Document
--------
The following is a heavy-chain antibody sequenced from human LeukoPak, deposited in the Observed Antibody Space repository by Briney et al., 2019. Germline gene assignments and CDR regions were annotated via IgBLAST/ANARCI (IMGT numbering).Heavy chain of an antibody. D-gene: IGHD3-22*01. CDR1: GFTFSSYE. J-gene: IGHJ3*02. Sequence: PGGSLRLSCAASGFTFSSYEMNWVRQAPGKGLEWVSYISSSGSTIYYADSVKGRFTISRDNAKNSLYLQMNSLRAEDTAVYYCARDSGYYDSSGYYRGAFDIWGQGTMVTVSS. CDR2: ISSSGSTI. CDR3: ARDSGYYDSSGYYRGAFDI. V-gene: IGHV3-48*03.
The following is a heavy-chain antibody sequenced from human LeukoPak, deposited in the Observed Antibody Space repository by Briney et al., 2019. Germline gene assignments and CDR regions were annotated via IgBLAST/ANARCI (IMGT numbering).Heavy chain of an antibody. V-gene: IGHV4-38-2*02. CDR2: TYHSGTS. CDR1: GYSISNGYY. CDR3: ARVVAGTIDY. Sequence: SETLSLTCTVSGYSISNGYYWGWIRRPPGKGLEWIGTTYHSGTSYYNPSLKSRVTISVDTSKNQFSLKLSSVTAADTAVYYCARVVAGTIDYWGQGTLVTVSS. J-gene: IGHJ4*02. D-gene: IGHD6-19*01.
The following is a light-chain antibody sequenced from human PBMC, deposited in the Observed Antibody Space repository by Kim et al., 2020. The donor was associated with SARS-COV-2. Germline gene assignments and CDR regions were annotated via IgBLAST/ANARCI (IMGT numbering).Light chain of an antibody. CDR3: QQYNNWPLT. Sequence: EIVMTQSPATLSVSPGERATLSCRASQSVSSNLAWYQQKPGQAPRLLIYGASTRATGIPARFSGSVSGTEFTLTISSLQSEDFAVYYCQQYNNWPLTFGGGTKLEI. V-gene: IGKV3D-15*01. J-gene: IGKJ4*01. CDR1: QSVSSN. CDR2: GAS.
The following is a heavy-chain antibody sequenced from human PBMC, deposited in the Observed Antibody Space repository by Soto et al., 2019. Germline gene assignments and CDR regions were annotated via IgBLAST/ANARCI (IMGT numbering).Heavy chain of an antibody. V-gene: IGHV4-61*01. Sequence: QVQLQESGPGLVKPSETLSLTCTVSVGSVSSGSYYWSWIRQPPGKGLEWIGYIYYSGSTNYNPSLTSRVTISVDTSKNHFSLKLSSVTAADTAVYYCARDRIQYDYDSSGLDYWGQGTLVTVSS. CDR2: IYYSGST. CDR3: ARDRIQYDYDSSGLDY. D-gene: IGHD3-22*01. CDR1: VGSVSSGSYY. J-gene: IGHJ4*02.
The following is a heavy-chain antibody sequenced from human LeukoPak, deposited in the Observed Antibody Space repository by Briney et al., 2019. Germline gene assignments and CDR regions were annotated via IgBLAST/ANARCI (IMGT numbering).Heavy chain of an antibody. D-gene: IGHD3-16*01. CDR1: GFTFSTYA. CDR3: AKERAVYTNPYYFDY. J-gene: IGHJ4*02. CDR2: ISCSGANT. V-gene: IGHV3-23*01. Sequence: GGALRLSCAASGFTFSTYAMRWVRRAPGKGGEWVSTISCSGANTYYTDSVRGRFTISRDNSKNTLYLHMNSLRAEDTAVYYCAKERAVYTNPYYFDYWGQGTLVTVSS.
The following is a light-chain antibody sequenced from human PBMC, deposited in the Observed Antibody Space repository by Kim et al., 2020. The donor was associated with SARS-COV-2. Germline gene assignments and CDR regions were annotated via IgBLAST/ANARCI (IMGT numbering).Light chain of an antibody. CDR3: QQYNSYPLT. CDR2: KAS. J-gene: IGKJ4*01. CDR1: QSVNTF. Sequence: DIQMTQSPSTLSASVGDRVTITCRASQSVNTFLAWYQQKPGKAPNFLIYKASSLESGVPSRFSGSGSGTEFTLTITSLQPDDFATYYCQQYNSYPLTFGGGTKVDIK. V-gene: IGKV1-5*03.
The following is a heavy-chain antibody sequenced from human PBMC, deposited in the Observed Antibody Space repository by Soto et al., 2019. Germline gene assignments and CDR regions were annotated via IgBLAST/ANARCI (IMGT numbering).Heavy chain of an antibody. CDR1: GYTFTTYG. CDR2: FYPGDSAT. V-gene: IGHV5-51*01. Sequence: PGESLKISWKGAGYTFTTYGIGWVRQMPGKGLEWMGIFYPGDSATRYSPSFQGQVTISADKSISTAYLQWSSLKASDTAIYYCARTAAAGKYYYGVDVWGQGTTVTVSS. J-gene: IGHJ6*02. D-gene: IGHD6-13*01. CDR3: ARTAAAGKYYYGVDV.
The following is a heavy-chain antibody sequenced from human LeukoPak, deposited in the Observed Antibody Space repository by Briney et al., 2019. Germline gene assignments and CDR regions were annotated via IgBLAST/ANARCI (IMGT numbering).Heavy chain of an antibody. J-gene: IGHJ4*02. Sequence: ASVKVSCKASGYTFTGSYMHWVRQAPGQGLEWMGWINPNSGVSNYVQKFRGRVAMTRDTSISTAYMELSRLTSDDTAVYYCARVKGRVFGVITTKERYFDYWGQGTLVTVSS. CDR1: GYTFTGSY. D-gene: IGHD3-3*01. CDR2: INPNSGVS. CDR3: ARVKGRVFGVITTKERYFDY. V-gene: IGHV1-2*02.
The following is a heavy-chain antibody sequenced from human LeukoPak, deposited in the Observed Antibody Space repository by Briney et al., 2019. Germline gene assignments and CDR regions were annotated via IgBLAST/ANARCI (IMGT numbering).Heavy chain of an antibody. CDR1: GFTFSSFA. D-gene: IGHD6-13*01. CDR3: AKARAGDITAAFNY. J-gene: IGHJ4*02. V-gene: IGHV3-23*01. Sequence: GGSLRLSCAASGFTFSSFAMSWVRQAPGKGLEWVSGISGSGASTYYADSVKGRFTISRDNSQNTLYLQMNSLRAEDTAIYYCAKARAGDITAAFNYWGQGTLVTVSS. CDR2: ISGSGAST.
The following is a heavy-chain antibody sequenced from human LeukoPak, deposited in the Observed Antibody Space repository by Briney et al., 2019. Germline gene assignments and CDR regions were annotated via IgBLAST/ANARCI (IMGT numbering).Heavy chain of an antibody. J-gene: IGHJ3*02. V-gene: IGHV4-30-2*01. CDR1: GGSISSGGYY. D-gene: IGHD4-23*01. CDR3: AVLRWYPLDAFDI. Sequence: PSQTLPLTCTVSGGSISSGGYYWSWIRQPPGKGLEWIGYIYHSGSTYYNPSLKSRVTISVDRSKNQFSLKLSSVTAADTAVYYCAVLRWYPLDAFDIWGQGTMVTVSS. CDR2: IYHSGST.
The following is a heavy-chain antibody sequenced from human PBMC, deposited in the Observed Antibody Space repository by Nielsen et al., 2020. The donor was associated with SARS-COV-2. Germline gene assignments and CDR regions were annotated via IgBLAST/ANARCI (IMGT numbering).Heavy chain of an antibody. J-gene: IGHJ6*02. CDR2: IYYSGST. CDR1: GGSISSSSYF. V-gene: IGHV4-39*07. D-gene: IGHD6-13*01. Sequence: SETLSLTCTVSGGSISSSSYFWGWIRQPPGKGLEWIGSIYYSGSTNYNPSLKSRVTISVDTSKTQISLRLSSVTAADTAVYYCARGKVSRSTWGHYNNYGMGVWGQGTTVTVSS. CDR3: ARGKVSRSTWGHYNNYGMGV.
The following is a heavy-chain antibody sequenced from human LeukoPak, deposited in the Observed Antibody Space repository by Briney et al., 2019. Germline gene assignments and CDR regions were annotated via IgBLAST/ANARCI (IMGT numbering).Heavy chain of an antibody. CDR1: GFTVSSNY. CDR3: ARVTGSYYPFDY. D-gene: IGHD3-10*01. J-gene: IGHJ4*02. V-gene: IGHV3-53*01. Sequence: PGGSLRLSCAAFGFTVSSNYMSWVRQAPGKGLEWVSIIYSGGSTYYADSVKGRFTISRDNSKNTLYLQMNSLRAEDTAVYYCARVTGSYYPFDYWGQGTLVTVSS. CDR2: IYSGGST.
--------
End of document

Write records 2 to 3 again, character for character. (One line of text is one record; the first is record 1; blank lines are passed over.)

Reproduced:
The following is a heavy-chain antibody sequenced from human LeukoPak, deposited in the Observed Antibody Space repository by Briney et al., 2019. Germline gene assignments and CDR regions were annotated via IgBLAST/ANARCI (IMGT numbering).Heavy chain of an antibody. V-gene: IGHV4-38-2*02. CDR2: TYHSGTS. CDR1: GYSISNGYY. CDR3: ARVVAGTIDY. Sequence: SETLSLTCTVSGYSISNGYYWGWIRRPPGKGLEWIGTTYHSGTSYYNPSLKSRVTISVDTSKNQFSLKLSSVTAADTAVYYCARVVAGTIDYWGQGTLVTVSS. J-gene: IGHJ4*02. D-gene: IGHD6-19*01.
The following is a light-chain antibody sequenced from human PBMC, deposited in the Observed Antibody Space repository by Kim et al., 2020. The donor was associated with SARS-COV-2. Germline gene assignments and CDR regions were annotated via IgBLAST/ANARCI (IMGT numbering).Light chain of an antibody. CDR3: QQYNNWPLT. Sequence: EIVMTQSPATLSVSPGERATLSCRASQSVSSNLAWYQQKPGQAPRLLIYGASTRATGIPARFSGSVSGTEFTLTISSLQSEDFAVYYCQQYNNWPLTFGGGTKLEI. V-gene: IGKV3D-15*01. J-gene: IGKJ4*01. CDR1: QSVSSN. CDR2: GAS.